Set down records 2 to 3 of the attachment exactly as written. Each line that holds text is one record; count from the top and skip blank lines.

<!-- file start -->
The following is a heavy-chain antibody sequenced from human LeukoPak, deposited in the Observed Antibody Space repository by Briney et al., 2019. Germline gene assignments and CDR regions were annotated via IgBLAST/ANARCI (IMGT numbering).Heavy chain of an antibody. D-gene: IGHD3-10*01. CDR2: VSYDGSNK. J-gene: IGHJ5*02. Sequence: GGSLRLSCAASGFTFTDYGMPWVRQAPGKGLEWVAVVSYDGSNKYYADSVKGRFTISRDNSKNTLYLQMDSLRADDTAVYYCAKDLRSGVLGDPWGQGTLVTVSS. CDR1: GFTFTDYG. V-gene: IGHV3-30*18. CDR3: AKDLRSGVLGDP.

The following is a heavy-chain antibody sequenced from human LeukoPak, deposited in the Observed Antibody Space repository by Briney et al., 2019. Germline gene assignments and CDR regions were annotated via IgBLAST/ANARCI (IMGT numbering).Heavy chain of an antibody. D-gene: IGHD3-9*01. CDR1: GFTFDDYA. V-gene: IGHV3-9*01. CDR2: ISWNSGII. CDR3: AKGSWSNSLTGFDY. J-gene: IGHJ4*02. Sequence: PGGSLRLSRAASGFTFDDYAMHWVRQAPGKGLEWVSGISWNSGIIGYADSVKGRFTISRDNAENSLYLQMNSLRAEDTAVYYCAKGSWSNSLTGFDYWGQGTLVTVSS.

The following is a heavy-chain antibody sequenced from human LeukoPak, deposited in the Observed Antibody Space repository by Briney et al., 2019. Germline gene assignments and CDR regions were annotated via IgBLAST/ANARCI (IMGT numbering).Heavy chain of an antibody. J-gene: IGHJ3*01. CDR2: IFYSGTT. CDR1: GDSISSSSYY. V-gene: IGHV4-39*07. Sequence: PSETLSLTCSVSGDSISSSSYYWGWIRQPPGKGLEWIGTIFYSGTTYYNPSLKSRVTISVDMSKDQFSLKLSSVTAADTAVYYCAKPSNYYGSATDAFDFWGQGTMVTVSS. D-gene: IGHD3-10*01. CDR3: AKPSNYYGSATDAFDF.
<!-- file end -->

The following is a heavy-chain antibody sequenced from human LeukoPak, deposited in the Observed Antibody Space repository by Briney et al., 2019. Germline gene assignments and CDR regions were annotated via IgBLAST/ANARCI (IMGT numbering).Heavy chain of an antibody. D-gene: IGHD3-9*01. CDR1: GFTFDDYA. V-gene: IGHV3-9*01. CDR2: ISWNSGII. CDR3: AKGSWSNSLTGFDY. J-gene: IGHJ4*02. Sequence: PGGSLRLSRAASGFTFDDYAMHWVRQAPGKGLEWVSGISWNSGIIGYADSVKGRFTISRDNAENSLYLQMNSLRAEDTAVYYCAKGSWSNSLTGFDYWGQGTLVTVSS.

The following is a heavy-chain antibody sequenced from human LeukoPak, deposited in the Observed Antibody Space repository by Briney et al., 2019. Germline gene assignments and CDR regions were annotated via IgBLAST/ANARCI (IMGT numbering).Heavy chain of an antibody. J-gene: IGHJ3*01. CDR2: IFYSGTT. CDR1: GDSISSSSYY. V-gene: IGHV4-39*07. Sequence: PSETLSLTCSVSGDSISSSSYYWGWIRQPPGKGLEWIGTIFYSGTTYYNPSLKSRVTISVDMSKDQFSLKLSSVTAADTAVYYCAKPSNYYGSATDAFDFWGQGTMVTVSS. D-gene: IGHD3-10*01. CDR3: AKPSNYYGSATDAFDF.